Pella Chronicle

January 30, 2014

No elected official salary discussions yet

By Steve Woodhouse
The Chronicle

Knoxville — Regarding County Department head budget requests, Board of Supervisors' Chairman Craig Agan said the meetings are going well. The supervisors are trying to balance each department's requests with the spending levels available to provide services. Department heads also say the meetings were good.

"I think it went well," Marion County Treasurer Denise Emal said. She shared with the supervisors how changes within the Department of Transportation will affect services in the county. 

Marion County Attorney Ed Bull said his meeting went well, too. One thing he pushed for is pay for his assistant county attorneys at a level consistent with colleagues in other counties. Bull also provided notice of the changes coming to his office with the Iowa Court System's new Electronic Data Management System. See the related article on this topic. 

The Marion County Compensation Board made its recommendations to the board earlier this month for elected officials' salaries. Agan said the supervisors intend to have a discussion about the pay increases recommended next week. Budgets cannot be finalized until a decision is made regarding the pay levels for county officials. 

The recommendation presented to the supervisors is as follows:

• Supervisors-Present Salary at $34,391; Salary at 22nd Rank would be $34,194; Variance of $197; CPI increase of 1.7 percent; a pay increase of 3 percent; total increase at 4.13 percent and a final recommended salary of $35,810, or an increase of $1,419.38.

• Attorney-Present Salary at $93,717; Salary at 22nd Rank would be $95,923; Variance of $2,206; CPI increase of 1.7 percent; a pay increase of 3 percent; total increase at 7.05 percent and a final recommended salary of $100,327.70, or an increase of $6,610. 

• Auditor-Present Salary at $58,475; Salary at 22nd Rank would be $59,763; Variance of $1,288; CPI increase of 1.7 percent; a pay increase of 3 percent; total increase of 6.9 percent and a final recommended salary of $62,511.33, or an increase of $4,046.33.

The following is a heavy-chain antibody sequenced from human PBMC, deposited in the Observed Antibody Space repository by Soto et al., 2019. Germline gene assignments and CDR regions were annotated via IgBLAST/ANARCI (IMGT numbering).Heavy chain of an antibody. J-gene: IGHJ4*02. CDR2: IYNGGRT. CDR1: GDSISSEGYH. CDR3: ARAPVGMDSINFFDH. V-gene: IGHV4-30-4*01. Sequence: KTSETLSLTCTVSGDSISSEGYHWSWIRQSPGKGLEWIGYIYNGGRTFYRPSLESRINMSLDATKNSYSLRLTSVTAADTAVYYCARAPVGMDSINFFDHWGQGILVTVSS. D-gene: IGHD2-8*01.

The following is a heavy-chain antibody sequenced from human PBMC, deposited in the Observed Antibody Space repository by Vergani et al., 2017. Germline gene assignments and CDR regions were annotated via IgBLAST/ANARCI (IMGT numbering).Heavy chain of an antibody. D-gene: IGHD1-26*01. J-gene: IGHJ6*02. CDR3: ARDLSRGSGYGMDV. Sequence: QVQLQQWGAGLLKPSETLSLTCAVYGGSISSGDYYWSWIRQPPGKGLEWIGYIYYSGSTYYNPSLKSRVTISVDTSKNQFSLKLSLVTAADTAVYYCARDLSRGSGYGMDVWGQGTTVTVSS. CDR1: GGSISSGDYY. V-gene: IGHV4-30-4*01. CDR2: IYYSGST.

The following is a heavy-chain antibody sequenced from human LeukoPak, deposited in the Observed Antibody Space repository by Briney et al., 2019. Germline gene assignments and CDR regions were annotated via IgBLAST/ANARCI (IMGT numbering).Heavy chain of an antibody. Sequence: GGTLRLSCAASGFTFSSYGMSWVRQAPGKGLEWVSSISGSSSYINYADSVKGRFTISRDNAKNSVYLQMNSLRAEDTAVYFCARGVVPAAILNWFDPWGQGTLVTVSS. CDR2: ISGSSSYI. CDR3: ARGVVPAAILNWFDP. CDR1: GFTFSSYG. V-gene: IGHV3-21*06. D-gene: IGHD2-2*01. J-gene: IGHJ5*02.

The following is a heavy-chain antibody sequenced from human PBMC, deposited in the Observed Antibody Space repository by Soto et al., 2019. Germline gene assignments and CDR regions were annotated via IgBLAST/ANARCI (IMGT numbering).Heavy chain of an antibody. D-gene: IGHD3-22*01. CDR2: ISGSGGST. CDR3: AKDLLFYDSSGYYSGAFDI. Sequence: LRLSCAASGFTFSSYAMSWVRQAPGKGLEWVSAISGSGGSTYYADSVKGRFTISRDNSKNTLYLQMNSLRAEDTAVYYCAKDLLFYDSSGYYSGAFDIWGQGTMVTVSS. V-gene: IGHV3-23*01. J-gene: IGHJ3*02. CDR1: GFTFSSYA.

• Recorder-Present Salary at $57,404; Salary at 22nd Rank would be $57,946; Variance of $542; CPI increase of 1.7 percent; a pay increase of 3 percent; total increase of 5.64 percent and a final recommended salary of $60,643.99 or an increase of $3,239.99. 

• Treasurer-Present Salary at $58,220; Salary at 22nd Rank would be $58,677; Variance of $457; CPI of 1.7 percent; a pay increase of 3 percent; total increase of 5.48 percent and a final recommended salary of $61,413.34 or an increase of $3,193.34. 

• Sheriff-Present Salary at $77,431; Salary at 22nd Rank would be $77,516; Variance of $85; CPI of 1.7 percent; a pay increase of 3 percent; total increase of 4.81 percent and a final recommended salary of $81,155.26 or an increase of $3,193.34. 

The issue was raised at the compensation board meeting of a provision in the Iowa Code which addresses the duties of the board (331.907). In regard to the sheriff's pay, the code reads, "In setting the salary of the county sheriff, the county compensation board shall consider setting the sheriff’s salary so that it is comparable to salaries paid to professional law enforcement administrators and command officers of the state patrol, the division of criminal investigation of the department of public safety, and city police agencies in this state."

When looking at pay rates for other police officials, a Captain with the Iowa Department of Public Safety earns over $98,000. Sergeants make over $80,000 and Majors make $89,000. The average sheriff in Iowa has 8.5 years of experience. In Fiscal Year 2014, the average sheriff's pay in Iowa is $70,786. (Marion County is the 22nd most-populous county in the state.) Locally, the chief of police in Pella is paid $94,300 and the chief in Knoxville is paid $73,195.20. 

Job performance has not been factored in to the Marion County Compensation Board's figures.

Compensation Board members thought they should stick to the same formula they have used for years for all elected officials. They wanted to keep the elected officials' salaries in line with other counties, and expressed concern about the Board of Supervisors' actions in the past to reduce recommendations. 

Options for the supervisors include reducing the recommendation for elected officials by the same percentage, granting the full recommendation or providing raises for all other elected officials, exempting themselves. The supervisors reduced the compensation board's proposal by 70 percent for 2013-14. The previous year, the supervisors approved 100 percent of the compensation board's proposal. Since the compensation board's proposal made in 2001, the supervisors have granted 100 percent of the proposal four times. In that same period, zero raises were granted in two years. 

The supervisors' meetings with department heads are open to the public. The board will meet again Monday, Feb. 3, at 9 a.m.